'Axe city schools for rural ones'

27th July 2007 at 01:00
a retired secondary teacher is to call on the Assembly government to shut down urban schools to subsidise small schools facing the axe in rural areas.

Kay Wilkinson from Anglesey will controversially suggest this as one solution to falling pupil rolls across Wales in a speech at the Professional Association of Teachers' (PAT) annual conference in Harrogate next Tuesday.

In an impassioned speech to delegates, the PAT's Welsh executive committee member is expected to launch an attack on a "policy of despair" in closing small schools in rural areas due to falling rolls.

And she will detail their virtues compared with city counterparts as she proposes a list of alternatives to closure. "Why not and this is probably the most controversial suggestion I have close those surplus schools in town areas, where they will save money on buildings, and use the surplus teachers to reduce class sizes, or even use one teacher to a class?

"The cost savings could be used to support and maintain the excellence in rural schools and increase people resources in town schools," she is expected to say.

Ms Wilkinson, who recently left the Royal Hospital School in Ipswich, will cite the plight of schools in Powys where six closures are proposed while a glut of newly qualified teachers cannot find work. However, she agrees the economic imperatives to shut schools in rural areas is strong.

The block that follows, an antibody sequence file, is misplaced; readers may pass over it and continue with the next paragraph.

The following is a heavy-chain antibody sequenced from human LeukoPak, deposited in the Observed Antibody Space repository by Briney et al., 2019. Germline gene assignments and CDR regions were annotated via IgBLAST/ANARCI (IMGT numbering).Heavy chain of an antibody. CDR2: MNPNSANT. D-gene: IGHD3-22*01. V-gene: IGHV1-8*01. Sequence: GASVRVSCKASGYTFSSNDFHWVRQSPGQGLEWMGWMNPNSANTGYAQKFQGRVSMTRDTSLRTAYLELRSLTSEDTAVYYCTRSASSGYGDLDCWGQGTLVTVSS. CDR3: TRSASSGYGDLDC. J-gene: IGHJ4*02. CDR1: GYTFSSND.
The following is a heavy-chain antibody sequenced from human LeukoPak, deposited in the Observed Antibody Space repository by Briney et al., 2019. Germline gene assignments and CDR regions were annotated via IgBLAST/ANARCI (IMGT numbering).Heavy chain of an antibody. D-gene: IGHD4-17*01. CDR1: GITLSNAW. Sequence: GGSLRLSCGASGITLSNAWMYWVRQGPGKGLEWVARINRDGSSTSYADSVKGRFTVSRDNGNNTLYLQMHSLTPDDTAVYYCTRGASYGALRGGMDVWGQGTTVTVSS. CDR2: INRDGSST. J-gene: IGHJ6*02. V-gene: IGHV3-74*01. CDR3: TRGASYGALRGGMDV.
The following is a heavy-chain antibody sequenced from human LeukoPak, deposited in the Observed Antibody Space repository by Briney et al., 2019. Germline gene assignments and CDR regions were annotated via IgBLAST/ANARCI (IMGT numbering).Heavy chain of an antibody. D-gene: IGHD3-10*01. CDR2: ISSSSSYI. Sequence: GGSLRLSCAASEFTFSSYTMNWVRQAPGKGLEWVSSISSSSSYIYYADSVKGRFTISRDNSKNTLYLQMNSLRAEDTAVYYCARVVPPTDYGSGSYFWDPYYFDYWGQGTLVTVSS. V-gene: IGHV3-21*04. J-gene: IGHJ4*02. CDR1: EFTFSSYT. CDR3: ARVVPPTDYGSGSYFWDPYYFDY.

"A local councillor acquaintance put it to me like this: 'It costs nearly three times as much to educate a child in a small rural school as it does in larger town schools in my ward'," Ms Wilkinson says in her draft speech.

But she goes on to argue that rural schools are at the heart of villages and communities, with much greater involvement of both children and the community in extra-curricular activities than in cities and towns.

"The school needs to select a football team in a small rural school you are on the team. When the choir goes to the local concert or Eisteddfod, all the children are members as well as parents."

Ms Wilkinson also suggests that the one-to-one attention given to pupils in small, rural schools makes it educationally superior to those in larger town and city areas. She will describe it as "nurturing".

Other alternatives to closing down small rural schools suggested in the speech are federating under one head, all-age schools and greater moves towards community-focused schools.

It is estimated that surplus places across Wales are due to rise by 100,000 by 2014 from the current 76,000. Peter Morris, chair of the PAT Welsh executive, will also call on the government to stop interfering by using social engineering in the educational life chances of young people.

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